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Hello, my name is Judas Gutenberg and this is my blaag (pronounced as you would the vomit noise "hyroop-bleuach").


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Tuesday, February 7 2023

high up a hill just northwest of the center of Santa Teresa, Nicoya Peninsula, Costa Rica

When one goes on vacation, it's important not to get mired in stresses, since they can easily spoil the whole experience. I get stressed-out easily in the face of change, and living for a time in a foreign country is a big kind of change. Fortunately, Gretchen always handles the logistics, so all I really have to do is follow her around. She rarely if ever suffers from anxiety and a variety of life experiences seems to help her manage her depression. But our interactions with the reliably-unpleasant April, the woman who rented us our casita, has made Gretchen miserable. The idea of living here a whole month with that horrible woman was too dreadful to contemplate, since it would likely be punctuated with an endless series of put-downs, gripes, and stonewalling. So last night Gretchen did some research to find us a place with a pool in Montezuma (over on the southeast side of this peninsula). We already knew we liked Montezuma better, having lived there for a month back in early 2019. Compared to the sunny, crowded streets of Santa Teresa, filled as they are with surfers and crypto bros, the shady streets of Montezuma (with its strolling hippies and Ticos) now seemed all the more inviting. (I'd been a little puzzled by Gretchen's decision to spend this vacation in Santa Teresa to begin with, as I hadn't been impressed by it back in 2019. But I'd assumed Gretchen had known something that I hadn't. Evidently I was mistaken.)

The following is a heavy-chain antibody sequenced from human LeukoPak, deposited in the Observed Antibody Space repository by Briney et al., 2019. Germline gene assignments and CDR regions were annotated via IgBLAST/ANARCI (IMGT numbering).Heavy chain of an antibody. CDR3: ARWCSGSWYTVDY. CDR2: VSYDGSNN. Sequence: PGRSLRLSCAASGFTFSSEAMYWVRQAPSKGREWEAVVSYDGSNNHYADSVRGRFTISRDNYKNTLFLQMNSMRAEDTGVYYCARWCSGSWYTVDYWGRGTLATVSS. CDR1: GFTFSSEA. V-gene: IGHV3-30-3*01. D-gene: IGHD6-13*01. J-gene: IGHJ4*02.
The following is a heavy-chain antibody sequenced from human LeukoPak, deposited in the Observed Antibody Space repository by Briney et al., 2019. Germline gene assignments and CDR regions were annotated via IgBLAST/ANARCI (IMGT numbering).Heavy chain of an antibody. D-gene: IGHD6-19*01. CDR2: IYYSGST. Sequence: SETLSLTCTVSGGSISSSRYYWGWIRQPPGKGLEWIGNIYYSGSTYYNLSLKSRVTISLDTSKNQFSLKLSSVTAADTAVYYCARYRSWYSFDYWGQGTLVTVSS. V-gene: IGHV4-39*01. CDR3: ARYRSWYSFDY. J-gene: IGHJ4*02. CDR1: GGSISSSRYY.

After not much research, Gretchen had managed to find a place just outside Montezuma that had a pool big enough to actually swim in. It didn't have the spectacular views of our casita, of course. But it was bigger, would permit guests (more on that in coming days), was about a thousand dollars cheaper per two week period, and was near our favorite Nicoya Peninsula town. Best of all, on the AirBnB website there were photos of monkeys and coatimundis, creatures that have yet to visit us at the casita in Santa Teresa.
When Gretchen wrote to ask the owner of the place questions about guests, there was some sort of mix-up and an AirBnB transaction happened, locking us in to renting the place for two weeks. I don't know how AirBnB works or even if what Gretchen was telling me about this accidental transaction was the whole truth. But it seemed to make her very happy that we wouldn't be spending our entire vacation having to deal with April. I asked Gretchen to confirm with the guy that his internet was solid, and he replied that it was fiber optic and had 50 mb/s download speeds, which sounded good enough to me.
So then Gretchen composed an WhatsApp message to April saying that, though her casita was beautiful, we were finding interaction with her to be too stressful when the goal is to relax. For this reason, Gretchen said, she had rented another place and we would be moving there on February 17th. If possible, Gretchen added, we would like to be refunded for the two weeks we wouldn't be staying in the casita. But if that wasn't possible, so be it; it was us who were pulling out of the agreement. Gretchen added that this arrangement would probably also make April happy, since she likely didn't enjoy having to deal with us either.
April took a long time to get back to Gretchen, but when she did she said this was fine and that we would be receiving a refund. She even said we could leave earlier if we wanted to.

I ended up having a better day in the remote workplace. Partly this was due to it being filled with meetings, which made it easier for me to work from random places around the casita without having to depend on my travel monitor (which I am almost forced to use when developing software). Avoiding sitting for long periods on the stool made my ass happier, and I could also more easily retreat when the ever-moving sun started flushing me from wherever I happened to be.